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Announcing New Signature Course Advisory Committee Members

Three new members have been added to the Signature Course Advisory Committee (SCAC) beginning in summer 2020. They will be joining current members, Lori Holleran Steiker, Mike Starbird, Pat Davis, Rob Crosnoe, Juan Dominguez, Rich Reddick, and Chiu-Mi Lai. Please join us in welcoming them to the SCAC.

Suzy Seriff Suzanne (Suzy) Seriff is a senior lecturer in the College of Liberal Arts. She works in anthropology & the Center for Jewish Studies. Suzy has been teaching her Signature Course, UGS 303: Difficult Dialogues: Immigrants as Aliens, since fall 2009. Her main interests include greater Mexican folklife, immigrant arts, public culture; US, Mexico. As a senior lecturer in anthropology and faculty associate of the Schusterman Center for Jewish Studies at UT, Seriff brings her vast experience and commitment to hands-on learning, community engagement, and career mentoring to design innovative undergraduate classes in anthropology, folklore, museum studies, immigration, and Jewish studies. Classroom curricula are designed to engage students in critical analytical thinking, hands-on learning, creative problem solving, reflective practice, and community collaborations through such experiential learning components as “pop up” exhibits, radio-ready digital stories, oral history interviews, archival research, or public arts festivals.

“Over the decade or more of teaching my course on representations of immigrants and immigration in the American public sphere, three aspects have stood out as peak experiences for me and my students each year: 1) the chance to dialogue with diverse students and guests around an issue of immediate relevance and representation on the nightly news; 2) the opportunity to enhance the classroom experience with art-based field trips and analysis related to the topic; and 3) the personal stories of community members—in my case immigrant mothers, workers, DREAMers, advocates, employers, and lawyers—who visit our classroom throughout the semester, as a way to increase cross-cultural and cross-generational understanding, empathy and engagement. The Signature Course program at UT specifically supports and encourages this kind of experiential learning and the introduction of critical thinking skills through arts, dialogue, and community collaborations. This is what I love about this program, and what feels like the very best introduction to what a university education can be!”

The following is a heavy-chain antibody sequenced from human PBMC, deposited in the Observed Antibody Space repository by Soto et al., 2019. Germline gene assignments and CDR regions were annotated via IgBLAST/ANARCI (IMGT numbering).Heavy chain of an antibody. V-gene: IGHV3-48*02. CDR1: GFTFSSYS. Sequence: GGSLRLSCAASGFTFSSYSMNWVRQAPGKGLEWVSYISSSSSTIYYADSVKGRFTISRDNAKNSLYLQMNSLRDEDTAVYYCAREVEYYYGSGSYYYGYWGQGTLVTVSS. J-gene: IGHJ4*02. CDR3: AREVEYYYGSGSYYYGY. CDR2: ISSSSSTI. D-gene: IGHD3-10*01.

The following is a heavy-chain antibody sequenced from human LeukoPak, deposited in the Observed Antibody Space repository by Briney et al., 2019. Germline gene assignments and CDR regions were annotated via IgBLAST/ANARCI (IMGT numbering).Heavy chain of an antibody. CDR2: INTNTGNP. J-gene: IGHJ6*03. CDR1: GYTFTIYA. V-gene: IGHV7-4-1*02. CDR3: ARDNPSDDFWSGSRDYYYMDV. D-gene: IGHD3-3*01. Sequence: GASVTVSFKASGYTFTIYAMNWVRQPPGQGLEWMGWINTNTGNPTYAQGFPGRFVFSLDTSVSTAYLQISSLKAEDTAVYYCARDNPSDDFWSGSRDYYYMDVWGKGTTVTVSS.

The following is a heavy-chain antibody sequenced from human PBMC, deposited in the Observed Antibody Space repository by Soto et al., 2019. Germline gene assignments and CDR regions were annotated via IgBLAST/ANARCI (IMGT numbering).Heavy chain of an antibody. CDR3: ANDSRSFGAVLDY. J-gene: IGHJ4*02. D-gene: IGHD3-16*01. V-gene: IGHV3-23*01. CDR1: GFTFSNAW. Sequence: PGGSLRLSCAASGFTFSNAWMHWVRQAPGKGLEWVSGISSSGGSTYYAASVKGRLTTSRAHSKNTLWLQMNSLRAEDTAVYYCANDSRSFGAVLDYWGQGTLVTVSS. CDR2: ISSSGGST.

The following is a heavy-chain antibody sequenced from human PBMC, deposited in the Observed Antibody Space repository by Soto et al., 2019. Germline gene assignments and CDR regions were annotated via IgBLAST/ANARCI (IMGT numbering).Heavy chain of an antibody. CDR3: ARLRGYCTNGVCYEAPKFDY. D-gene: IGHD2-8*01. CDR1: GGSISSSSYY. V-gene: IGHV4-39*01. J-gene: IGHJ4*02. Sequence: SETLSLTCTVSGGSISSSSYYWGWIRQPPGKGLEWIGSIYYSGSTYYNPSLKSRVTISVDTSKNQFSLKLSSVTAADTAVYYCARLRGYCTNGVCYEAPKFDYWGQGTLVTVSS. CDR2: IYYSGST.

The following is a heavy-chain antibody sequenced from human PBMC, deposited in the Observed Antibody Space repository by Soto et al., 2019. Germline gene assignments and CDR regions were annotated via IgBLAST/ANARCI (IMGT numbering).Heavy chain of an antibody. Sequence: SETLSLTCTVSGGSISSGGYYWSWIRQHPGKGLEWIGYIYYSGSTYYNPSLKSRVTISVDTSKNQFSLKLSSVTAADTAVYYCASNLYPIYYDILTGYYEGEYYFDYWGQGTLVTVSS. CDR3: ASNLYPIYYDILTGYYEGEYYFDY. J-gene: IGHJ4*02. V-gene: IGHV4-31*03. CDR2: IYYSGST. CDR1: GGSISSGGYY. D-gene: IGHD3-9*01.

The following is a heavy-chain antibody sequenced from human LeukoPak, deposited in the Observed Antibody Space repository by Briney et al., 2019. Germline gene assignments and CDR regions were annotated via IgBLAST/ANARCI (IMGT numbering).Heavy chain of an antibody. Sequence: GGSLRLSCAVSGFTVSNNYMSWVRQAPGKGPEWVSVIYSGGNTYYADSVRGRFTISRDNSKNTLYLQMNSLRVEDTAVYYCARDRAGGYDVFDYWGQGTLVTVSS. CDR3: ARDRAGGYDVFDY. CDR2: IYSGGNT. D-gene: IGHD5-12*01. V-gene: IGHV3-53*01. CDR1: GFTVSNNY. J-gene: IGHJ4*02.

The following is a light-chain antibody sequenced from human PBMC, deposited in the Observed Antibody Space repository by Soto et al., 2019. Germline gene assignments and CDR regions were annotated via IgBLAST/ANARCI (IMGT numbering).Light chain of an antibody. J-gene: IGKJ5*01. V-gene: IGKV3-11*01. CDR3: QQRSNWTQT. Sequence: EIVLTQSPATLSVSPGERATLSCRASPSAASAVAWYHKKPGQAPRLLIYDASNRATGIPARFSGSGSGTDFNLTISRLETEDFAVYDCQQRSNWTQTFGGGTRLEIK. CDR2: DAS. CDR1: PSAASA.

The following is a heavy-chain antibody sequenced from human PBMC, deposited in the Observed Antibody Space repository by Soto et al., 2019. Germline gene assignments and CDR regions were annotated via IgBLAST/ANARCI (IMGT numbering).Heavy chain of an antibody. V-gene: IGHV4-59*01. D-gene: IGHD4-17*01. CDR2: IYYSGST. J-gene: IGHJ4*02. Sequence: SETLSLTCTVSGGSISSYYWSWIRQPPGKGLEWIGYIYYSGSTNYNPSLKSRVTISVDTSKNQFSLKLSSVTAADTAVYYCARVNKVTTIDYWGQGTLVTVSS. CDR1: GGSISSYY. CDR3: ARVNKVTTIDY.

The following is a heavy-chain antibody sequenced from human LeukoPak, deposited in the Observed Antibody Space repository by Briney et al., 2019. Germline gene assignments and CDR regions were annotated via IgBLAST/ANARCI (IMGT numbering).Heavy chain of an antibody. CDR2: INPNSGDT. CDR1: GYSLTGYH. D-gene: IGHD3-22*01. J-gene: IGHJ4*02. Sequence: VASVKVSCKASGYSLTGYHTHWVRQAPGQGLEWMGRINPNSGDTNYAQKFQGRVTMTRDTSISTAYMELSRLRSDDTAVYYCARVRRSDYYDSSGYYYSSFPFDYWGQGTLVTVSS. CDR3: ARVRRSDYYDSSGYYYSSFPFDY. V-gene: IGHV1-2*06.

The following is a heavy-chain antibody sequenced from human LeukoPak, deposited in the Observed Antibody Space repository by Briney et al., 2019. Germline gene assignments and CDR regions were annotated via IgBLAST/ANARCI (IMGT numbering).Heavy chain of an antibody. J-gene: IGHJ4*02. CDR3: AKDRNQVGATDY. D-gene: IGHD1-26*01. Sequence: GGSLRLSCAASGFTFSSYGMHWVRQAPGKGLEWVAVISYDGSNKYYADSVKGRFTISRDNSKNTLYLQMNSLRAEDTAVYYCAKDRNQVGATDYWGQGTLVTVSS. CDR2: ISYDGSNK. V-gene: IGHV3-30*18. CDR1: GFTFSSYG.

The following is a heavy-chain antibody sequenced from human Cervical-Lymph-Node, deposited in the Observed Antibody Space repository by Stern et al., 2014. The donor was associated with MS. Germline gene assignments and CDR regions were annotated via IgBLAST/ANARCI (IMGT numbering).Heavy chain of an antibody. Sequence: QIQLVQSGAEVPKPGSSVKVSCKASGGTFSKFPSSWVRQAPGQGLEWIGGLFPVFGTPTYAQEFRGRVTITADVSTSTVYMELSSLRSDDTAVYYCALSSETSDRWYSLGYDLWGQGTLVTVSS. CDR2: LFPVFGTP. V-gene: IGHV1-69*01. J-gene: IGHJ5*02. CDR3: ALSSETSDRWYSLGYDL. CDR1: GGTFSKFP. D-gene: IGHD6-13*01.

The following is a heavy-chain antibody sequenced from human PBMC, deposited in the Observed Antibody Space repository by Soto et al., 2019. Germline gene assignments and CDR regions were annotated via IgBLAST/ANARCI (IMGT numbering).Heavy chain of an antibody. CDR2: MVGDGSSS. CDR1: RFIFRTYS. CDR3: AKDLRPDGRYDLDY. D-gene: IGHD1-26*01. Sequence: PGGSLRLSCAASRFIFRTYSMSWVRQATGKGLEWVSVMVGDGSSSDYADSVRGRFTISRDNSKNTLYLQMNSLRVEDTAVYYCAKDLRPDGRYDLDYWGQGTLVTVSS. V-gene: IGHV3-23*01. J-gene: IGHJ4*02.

Bat Sparrow Bartholomew (Bat) Sparrow is a professor in the College of Liberal Arts. He has been teaching a Signature Course, UGS 303: Rethinking the Founding: The Legacy of Colonial America, since fall 2015. Professor Sparrow studies American political development and, in particular, the conjunction between the American state and the international system. He teaches courses on American territorial expansion, American political institutions and processes, American politics and government, political communication, and the politics of food in America. He has been recognized as one of the Texas Ten, 2018, an annual list of inspiring professors, nominated by alumni and selected by the Alcalde magazine.

“Getting first-year students excited about relearning the politics of colonial America leading up to the founding of the United States is a joy. Then, when they get to see some of the maps, pamphlets, and documents in the Harry Ransom Center, have to lead off class discussion on that day’s texts, and do their own research project, it comes to life to them—almost 250 years later.”

Bat Sparrow John Bartholomew is a professor and department chair in the Kinesiology & Health Education department of the College of Education. He has been teaching a Signature Course, UGS 302: Physical Activity & Public Health, since fall 2009. John began as an assistant professor at UT Austin in 1996 and he has spent the last 23 years studying physical activity and public health, with a specific interest in the effect of exercise on mental health to improve mood and reduce stress. He is editor-in-chief of the Translation Journal of the American College of Sports Medicine and a fellow in both the American College of Sports Medicine and the National Academy of Kinesiology. He is the director of the University of Texas at Austin’s Exercise and Sport Psychology Lab.

“I greatly appreciate the unique opportunities that come with a class that is limited to first-year students. Most of their other courses are repeats of high school content at a much deeper level—biology, calculus, language. As a result, their Signature Course is one of the few “big idea” courses where almost none of the students have experience in the content. There is a special joy in challenging students with new ideas and telling the story for the first time. This is a special aspect of the signature course that is often overlooked and it is one of my most satisfying experiences as a teacher.”